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Covering the agriculture beat: An introduction

bean harvest

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Agriculture may seem like a simple job. Prepare the soil, apply chemicals, plant, harvest, repeat. Right?

In fact, it’s a complicated endeavor in the best of circumstance. Farming is bedrock industry that is directly affected by weather, natural disasters, climate change, and market forces that landowners can’t control.

Farmers, at least those still running largely independent, smaller-scale operations, are business men and women. They are a compelling mixture of agriculture scientist, commodity producer, investor, accountant, equipment-repair expert, geneticist, animal husbandry authority, soil conservationist and risk-taker.

Think of the challenges. Today’s farmers need to choose from among a dizzying array of seeds, many genetically modified. They buy elaborate combines worth more than many Midwestern homes. They have to decide how much to spend on inputs – fertilizer and chemicals – and how best to keep those essential elements on the field and out of the rivers.

And it doesn’t hurt to know how to rain dance.

Long before computers became a mainstay of most American households, many Midwest farm houses had a special, dedicated machine that delivered forecasts. The skies are part of the gamble. Grain farmers apply fertilizer, sometimes in the fall and always in the spring, with the hope that Mother Nature won’t wash away the food before the hungry seeds need it.

They use manure – you’ll hear the term ‘biosolids’ sometimes – as fertilizer to save money. The material is knifed into the soil to help keep it close to the crops.

Whether that happens depends on rainfall. And the climate is changing, adding more financial risk to farming, ranching, and orchard work.

Climate change threatens to change the usual pattern. Iowa, one of the premier grain-growing states, will become more like southern Kansas or northern Arkansas if the climate modelers are correct. That means drier, and hotter. And more prone to drought.

But the Midwest also could be flooded more. Rain is expected to come more in deluges, rather than sprinkles, raising the risk of floods that can ruin crops. Pests used to doing their damage in southern climes may move north, forcing seed companies to engineer new traits capable of fighting them.

With all those challenges though, comes promise. Scientists are looking for crops that can produce more grain with less fertilizer – good for farmers’ wallets and for the environment. There is talk of corn varieties that could be grown farther north. And grain crops may one day be mainstays in the genetic work needed to create new medicines.

seed corn

Photo by iStock

The value of corn alone has grown by three- or four-fold in recent decades as demand grew both feed the world’s skyrocketing population and to produce ethanol.

That may seem like long-overdue good news for the farmers – who for what seemed like decades got paid the same price while soda makers who use corn sweeteners got bigger paycheck by raising product prices. But increases in grain prices are bad news for farmers who feed cattle and hogs, for example. Higher corn prices mean higher meat prices at the grocery store, typically. And the fledgling ethanol industry suffered an almost immediate shakeout when the price of corn, the main feedstuff for today’s biofuels industry, spiked.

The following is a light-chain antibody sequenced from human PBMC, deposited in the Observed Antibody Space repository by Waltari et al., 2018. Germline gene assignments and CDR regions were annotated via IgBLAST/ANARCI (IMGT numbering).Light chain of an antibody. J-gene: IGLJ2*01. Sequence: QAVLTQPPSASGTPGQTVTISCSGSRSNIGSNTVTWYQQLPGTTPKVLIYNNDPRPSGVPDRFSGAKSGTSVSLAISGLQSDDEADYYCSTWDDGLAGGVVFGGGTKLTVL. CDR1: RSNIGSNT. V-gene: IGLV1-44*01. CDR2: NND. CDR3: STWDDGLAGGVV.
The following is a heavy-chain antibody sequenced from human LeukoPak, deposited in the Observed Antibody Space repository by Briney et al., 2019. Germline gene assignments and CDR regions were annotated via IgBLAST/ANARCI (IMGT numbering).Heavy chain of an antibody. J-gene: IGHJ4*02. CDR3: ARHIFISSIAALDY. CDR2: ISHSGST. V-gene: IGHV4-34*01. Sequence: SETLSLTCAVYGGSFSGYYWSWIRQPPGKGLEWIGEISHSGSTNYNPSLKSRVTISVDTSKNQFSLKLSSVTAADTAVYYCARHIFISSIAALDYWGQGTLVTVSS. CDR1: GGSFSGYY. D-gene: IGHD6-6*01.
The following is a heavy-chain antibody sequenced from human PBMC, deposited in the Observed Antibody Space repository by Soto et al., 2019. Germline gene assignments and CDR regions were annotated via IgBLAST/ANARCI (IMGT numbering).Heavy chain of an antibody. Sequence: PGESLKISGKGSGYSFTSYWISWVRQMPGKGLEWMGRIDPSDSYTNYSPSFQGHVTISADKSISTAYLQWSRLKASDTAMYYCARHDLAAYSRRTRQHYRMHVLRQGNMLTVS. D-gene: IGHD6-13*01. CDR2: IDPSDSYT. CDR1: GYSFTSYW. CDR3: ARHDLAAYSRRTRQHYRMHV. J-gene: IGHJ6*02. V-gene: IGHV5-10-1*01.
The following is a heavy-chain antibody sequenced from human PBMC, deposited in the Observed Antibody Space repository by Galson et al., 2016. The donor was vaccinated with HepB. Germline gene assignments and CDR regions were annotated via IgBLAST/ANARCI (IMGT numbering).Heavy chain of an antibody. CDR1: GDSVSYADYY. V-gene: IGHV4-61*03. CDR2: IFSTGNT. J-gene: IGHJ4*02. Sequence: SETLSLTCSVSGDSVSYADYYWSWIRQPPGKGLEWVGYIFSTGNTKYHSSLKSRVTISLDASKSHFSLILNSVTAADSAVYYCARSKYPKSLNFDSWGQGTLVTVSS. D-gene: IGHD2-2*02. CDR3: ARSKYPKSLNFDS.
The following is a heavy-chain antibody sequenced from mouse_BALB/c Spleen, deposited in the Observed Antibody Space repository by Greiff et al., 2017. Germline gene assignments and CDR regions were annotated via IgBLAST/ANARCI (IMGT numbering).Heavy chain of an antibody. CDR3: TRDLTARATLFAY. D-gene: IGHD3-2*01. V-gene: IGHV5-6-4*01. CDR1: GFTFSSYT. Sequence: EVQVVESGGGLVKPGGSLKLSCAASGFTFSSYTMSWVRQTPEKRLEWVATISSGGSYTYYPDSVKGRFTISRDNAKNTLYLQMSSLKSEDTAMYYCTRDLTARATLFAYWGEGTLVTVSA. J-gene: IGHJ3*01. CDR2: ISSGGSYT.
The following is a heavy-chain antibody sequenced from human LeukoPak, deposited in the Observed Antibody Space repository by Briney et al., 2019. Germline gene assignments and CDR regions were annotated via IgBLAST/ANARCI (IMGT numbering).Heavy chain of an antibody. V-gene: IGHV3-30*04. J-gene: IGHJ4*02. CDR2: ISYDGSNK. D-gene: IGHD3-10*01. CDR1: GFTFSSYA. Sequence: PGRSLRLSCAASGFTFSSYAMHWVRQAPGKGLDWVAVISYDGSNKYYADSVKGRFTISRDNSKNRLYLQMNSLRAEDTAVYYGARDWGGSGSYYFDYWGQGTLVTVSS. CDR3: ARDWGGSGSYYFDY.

Another new complication: regulations. Though farmers are a politically powerful lobby – don’t forget Iowa hosts the first presidential caucus of each season – they are having a hard time fighting off challenges in Washington, D.C. Taxpayers are rebelling against aid payments to farms that are enjoying those high grain and meat prices. They wonder why farms are exempt from so many environmental regulations that apply to virtually every other major industry. Can you imagine if 3M decided to spread a byproduct across the landscape without a permit, as most farmers do with both synthetic fertilizers and manure? And what if the firm wasn’t held accountable for direct damage to streams? Farmers often aren’t.

Some of those issues are accompanied by the trend to large-scale livestock confinements and feedlots, another big story.

Virtually every state has some kind of active agriculture. California is one of the heavyweights, with crops ranging from lettuce to wine grapes. Grain farms dominate the Midwest. Large-scale livestock farms, many of which are CAFOs, or confined animal feed operations, are prevalent and environmentally controversial from North Carolina to Iowa, Missouri to Utah. Sometimes the location of these facilities, and the lack of local governmental power to control their siting, sets off spirited political debates akin to when someone tries to find a spot for a new landfill or nuclear plant.

One of the nation’s oldest, most-valued industries – agriculture – offers stories virtually anywhere, from the cranberry operations of Michigan to New England syrup operations, from the Corn Belt of the Midwest to the ranches of Texas and Wyoming and the vineyards of California.

Agriculture is a business that is changing rapidly in ways that offer even more stories. The resources are rich and local. It is fertile journalistic ground, indeed.

About the Author

Perry Beeman is a senior reporter at The Des Moines Register, focusing on environmental and agricultural issues. He has won several national awards from North American Agricultural Journalists and was a finalist for the 2008 Gerald Loeb Award at UCLA's Anderson School of Management for coverage of the environmental implications of the biofuels industry.

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